Featured Research

from universities, journals, and other organizations

Study finds altered brain connections in epilepsy patients

Date:
November 19, 2013
Source:
Radiological Society of North America
Summary:
Patients with the most common form of focal epilepsy have widespread, abnormal connections in their brains that could provide clues toward diagnosis and treatment, according to a new study.

MP-RAGE volumes are segmented into 83 ROIs, which are further parcellated into 1000 cortical and 15 subcortical ROIs. Whole-brain white matter tractography is performed after voxelwise tensor calculation, and the density of fibers that connect each pair of cortical ROIs is used to calculate structural connectivity. T1w = T1-weighted.
Credit: Courtesy of Radiology and RSNA

Patients with the most common form of focal epilepsy have widespread, abnormal connections in their brains that could provide clues toward diagnosis and treatment, according to a new study published online in the journal Radiology.

Related Articles


Temporal lobe epilepsy is characterized by seizures emanating from the temporal lobes, which sit on each side of the brain just above the ear. Previously, experts believed that the condition was related to isolated injuries of structures within the temporal lobe, like the hippocampus. But recent research has implicated the default mode network (DMN), the set of brain regions activated during task-free introspection and deactivated during goal-directed behavior. The DMN consists of several hubs that are more active during the resting state.

To learn more, researchers performed diffusion tensor imaging, a type of MRI that tracks the movement, or diffusion, of water in the brain's white matter, the nerve fibers that transmit signals throughout the brain. The study group consisted of 24 patients with left temporal lobe epilepsy who were slated for surgery to remove the site from where their seizures emanated. The researchers compared them with 24 healthy controls using an MRI protocol dedicated to finding white matter tracts with diffusion imaging at high resolution. The data was analyzed with a new technique that identifies and quantifies structural connections in the brain.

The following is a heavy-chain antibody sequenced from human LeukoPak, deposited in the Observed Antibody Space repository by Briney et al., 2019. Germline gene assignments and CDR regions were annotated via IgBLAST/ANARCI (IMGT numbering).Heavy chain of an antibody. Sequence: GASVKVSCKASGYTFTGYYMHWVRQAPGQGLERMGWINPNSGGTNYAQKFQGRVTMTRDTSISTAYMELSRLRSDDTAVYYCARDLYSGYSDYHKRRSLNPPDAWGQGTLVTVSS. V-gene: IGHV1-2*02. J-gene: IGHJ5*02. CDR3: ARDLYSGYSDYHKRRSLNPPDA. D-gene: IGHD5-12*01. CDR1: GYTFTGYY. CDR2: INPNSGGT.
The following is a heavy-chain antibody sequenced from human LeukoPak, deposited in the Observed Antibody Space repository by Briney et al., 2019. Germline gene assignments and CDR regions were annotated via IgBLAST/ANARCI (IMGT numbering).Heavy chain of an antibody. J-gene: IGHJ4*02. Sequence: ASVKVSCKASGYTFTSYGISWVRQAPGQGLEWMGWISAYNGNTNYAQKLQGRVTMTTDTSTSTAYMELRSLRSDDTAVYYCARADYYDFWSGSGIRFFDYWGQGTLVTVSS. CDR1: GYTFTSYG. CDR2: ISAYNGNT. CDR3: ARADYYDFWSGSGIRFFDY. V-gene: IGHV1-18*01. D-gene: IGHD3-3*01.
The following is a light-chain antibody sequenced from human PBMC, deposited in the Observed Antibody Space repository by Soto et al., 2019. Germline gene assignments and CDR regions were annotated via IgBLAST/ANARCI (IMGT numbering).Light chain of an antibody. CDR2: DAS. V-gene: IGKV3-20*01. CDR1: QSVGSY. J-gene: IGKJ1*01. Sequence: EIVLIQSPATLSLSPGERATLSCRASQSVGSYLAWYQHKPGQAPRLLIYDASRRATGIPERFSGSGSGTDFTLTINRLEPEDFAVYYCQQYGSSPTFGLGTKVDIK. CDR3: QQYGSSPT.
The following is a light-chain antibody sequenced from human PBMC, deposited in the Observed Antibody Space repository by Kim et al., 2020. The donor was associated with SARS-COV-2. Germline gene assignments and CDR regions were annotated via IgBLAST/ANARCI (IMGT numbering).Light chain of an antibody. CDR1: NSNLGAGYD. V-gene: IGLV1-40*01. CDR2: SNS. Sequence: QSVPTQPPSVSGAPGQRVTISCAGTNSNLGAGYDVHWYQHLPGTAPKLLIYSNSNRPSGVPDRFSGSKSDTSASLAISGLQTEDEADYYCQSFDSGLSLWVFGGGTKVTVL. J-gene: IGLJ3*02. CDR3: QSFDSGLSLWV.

Patients with left temporal lobe epilepsy exhibited a decrease in long-range connectivity of 22 percent to 45 percent among areas of the DMN when compared with the healthy controls.

"Using diffusion MRI, we found alterations in the structural connectivity beyond the medial temporal lobe, especially in the default mode network," said Steven M. Stufflebeam, M.D., from the Athinoula A. Martinos Center for Biomedical Imaging at Massachusetts General Hospital in Boston.

In addition to reduced long-range connectivity, the epileptic patients had an 85 percent to 270 percent increase in local connectivity within and beyond the DMN. The researchers believe this may be an adaptation to the loss of the long-range connections.

"The increase in local connections could represent a maladaptive mechanism by which overall neural connectivity is maintained despite the loss of connections through important hub areas," Dr. Stufflebeam said.

The results are supported by prior functional MRI studies that have shown decreased functional connectivity in DMN areas in temporal lobe epilepsy. Researchers are not certain if the structural changes cause the functional changes, or vice versa.

"It's probably a breakdown of myelin, which is the insulation of neurons, causing a slowdown in the propagation of information, but we don't know for sure," Dr. Stufflebeam said.

Dr. Stufflebeam and colleagues plan to continue their research, using structural and functional MRI with electroencephalography and magnetoencephalography to track diffusion changes and look at real-time brain activity.